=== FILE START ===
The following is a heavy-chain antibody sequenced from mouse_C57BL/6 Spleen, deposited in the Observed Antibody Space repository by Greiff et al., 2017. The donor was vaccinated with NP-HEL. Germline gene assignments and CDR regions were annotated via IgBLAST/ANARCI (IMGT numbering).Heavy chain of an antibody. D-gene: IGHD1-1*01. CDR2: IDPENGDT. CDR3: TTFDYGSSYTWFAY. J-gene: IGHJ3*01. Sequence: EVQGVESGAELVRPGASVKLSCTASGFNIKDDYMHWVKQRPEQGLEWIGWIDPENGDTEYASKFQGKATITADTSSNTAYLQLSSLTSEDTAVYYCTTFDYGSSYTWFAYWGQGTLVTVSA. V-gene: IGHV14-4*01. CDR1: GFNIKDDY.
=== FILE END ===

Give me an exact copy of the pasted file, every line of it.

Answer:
The following is a heavy-chain antibody sequenced from mouse_C57BL/6 Spleen, deposited in the Observed Antibody Space repository by Greiff et al., 2017. The donor was vaccinated with NP-HEL. Germline gene assignments and CDR regions were annotated via IgBLAST/ANARCI (IMGT numbering).Heavy chain of an antibody. D-gene: IGHD1-1*01. CDR2: IDPENGDT. CDR3: TTFDYGSSYTWFAY. J-gene: IGHJ3*01. Sequence: EVQGVESGAELVRPGASVKLSCTASGFNIKDDYMHWVKQRPEQGLEWIGWIDPENGDTEYASKFQGKATITADTSSNTAYLQLSSLTSEDTAVYYCTTFDYGSSYTWFAYWGQGTLVTVSA. V-gene: IGHV14-4*01. CDR1: GFNIKDDY.